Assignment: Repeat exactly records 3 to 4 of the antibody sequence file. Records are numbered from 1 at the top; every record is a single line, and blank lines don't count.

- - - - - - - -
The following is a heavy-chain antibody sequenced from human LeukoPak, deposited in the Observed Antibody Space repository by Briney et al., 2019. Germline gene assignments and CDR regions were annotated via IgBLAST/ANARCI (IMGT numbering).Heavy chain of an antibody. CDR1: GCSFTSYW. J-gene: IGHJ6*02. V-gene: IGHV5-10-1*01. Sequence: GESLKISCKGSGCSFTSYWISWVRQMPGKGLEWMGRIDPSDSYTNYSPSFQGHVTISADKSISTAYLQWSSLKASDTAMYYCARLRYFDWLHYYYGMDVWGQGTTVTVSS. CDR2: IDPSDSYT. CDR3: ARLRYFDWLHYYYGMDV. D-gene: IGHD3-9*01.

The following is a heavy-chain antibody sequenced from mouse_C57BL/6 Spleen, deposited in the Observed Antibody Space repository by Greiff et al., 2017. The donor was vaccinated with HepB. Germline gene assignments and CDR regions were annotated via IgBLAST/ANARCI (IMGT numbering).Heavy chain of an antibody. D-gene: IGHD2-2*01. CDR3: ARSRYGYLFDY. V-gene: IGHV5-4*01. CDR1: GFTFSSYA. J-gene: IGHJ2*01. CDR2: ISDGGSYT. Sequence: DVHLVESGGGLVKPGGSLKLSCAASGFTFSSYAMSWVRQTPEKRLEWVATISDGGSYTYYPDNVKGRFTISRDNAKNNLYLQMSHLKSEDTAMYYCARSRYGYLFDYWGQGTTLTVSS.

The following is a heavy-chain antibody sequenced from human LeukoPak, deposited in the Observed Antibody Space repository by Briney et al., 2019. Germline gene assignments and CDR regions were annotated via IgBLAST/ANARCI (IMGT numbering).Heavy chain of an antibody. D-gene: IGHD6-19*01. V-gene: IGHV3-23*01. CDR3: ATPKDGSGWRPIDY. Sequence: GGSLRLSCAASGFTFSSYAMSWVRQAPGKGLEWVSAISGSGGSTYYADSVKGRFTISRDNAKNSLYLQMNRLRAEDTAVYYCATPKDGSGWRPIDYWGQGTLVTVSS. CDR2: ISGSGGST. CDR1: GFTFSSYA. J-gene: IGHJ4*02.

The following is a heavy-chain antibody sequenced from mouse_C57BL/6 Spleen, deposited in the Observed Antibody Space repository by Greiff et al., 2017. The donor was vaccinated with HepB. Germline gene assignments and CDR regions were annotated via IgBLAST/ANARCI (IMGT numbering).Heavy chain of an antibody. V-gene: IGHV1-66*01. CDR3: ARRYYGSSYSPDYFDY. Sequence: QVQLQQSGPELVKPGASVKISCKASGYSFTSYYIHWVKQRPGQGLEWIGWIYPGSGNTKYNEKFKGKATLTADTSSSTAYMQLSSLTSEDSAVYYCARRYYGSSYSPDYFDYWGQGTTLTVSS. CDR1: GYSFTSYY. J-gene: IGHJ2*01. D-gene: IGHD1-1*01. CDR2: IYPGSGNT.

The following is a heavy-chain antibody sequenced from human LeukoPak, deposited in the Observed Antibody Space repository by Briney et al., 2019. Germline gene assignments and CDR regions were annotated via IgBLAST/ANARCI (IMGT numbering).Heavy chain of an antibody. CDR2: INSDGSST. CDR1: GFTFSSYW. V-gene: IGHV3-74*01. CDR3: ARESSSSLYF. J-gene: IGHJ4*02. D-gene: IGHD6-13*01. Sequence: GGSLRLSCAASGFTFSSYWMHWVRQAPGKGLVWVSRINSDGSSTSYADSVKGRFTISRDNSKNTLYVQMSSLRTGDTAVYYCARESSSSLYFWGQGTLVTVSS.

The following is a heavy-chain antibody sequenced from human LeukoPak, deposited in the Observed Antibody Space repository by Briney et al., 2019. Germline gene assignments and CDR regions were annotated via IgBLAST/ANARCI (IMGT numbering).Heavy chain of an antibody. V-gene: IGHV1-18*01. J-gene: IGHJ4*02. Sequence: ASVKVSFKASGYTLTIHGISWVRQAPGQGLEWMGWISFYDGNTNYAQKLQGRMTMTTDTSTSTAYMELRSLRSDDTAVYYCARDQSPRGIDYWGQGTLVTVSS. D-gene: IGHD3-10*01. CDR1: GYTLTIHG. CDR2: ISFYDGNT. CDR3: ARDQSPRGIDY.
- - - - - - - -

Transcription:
The following is a heavy-chain antibody sequenced from human LeukoPak, deposited in the Observed Antibody Space repository by Briney et al., 2019. Germline gene assignments and CDR regions were annotated via IgBLAST/ANARCI (IMGT numbering).Heavy chain of an antibody. D-gene: IGHD6-19*01. V-gene: IGHV3-23*01. CDR3: ATPKDGSGWRPIDY. Sequence: GGSLRLSCAASGFTFSSYAMSWVRQAPGKGLEWVSAISGSGGSTYYADSVKGRFTISRDNAKNSLYLQMNRLRAEDTAVYYCATPKDGSGWRPIDYWGQGTLVTVSS. CDR2: ISGSGGST. CDR1: GFTFSSYA. J-gene: IGHJ4*02.

The following is a heavy-chain antibody sequenced from mouse_C57BL/6 Spleen, deposited in the Observed Antibody Space repository by Greiff et al., 2017. The donor was vaccinated with HepB. Germline gene assignments and CDR regions were annotated via IgBLAST/ANARCI (IMGT numbering).Heavy chain of an antibody. V-gene: IGHV1-66*01. CDR3: ARRYYGSSYSPDYFDY. Sequence: QVQLQQSGPELVKPGASVKISCKASGYSFTSYYIHWVKQRPGQGLEWIGWIYPGSGNTKYNEKFKGKATLTADTSSSTAYMQLSSLTSEDSAVYYCARRYYGSSYSPDYFDYWGQGTTLTVSS. CDR1: GYSFTSYY. J-gene: IGHJ2*01. D-gene: IGHD1-1*01. CDR2: IYPGSGNT.